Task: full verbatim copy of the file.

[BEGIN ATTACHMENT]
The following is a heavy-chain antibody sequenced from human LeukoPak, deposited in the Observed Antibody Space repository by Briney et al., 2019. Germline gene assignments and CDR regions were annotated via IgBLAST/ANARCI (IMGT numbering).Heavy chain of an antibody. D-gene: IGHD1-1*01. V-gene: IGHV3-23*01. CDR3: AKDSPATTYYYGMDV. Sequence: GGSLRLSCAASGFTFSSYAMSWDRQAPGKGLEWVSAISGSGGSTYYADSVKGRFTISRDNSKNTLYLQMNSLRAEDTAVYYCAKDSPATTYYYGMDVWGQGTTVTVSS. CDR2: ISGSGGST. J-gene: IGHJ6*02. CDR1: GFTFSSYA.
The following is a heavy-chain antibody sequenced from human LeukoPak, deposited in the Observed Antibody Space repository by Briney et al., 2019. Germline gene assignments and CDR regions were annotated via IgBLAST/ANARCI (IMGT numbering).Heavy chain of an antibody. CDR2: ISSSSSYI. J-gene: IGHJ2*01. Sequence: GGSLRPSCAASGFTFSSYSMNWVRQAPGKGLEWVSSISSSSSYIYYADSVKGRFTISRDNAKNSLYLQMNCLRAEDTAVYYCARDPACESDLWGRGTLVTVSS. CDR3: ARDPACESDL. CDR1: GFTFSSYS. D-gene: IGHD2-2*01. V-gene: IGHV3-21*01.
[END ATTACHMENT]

The following is a heavy-chain antibody sequenced from human LeukoPak, deposited in the Observed Antibody Space repository by Briney et al., 2019. Germline gene assignments and CDR regions were annotated via IgBLAST/ANARCI (IMGT numbering).Heavy chain of an antibody. D-gene: IGHD1-1*01. V-gene: IGHV3-23*01. CDR3: AKDSPATTYYYGMDV. Sequence: GGSLRLSCAASGFTFSSYAMSWDRQAPGKGLEWVSAISGSGGSTYYADSVKGRFTISRDNSKNTLYLQMNSLRAEDTAVYYCAKDSPATTYYYGMDVWGQGTTVTVSS. CDR2: ISGSGGST. J-gene: IGHJ6*02. CDR1: GFTFSSYA.
The following is a heavy-chain antibody sequenced from human LeukoPak, deposited in the Observed Antibody Space repository by Briney et al., 2019. Germline gene assignments and CDR regions were annotated via IgBLAST/ANARCI (IMGT numbering).Heavy chain of an antibody. CDR2: ISSSSSYI. J-gene: IGHJ2*01. Sequence: GGSLRPSCAASGFTFSSYSMNWVRQAPGKGLEWVSSISSSSSYIYYADSVKGRFTISRDNAKNSLYLQMNCLRAEDTAVYYCARDPACESDLWGRGTLVTVSS. CDR3: ARDPACESDL. CDR1: GFTFSSYS. D-gene: IGHD2-2*01. V-gene: IGHV3-21*01.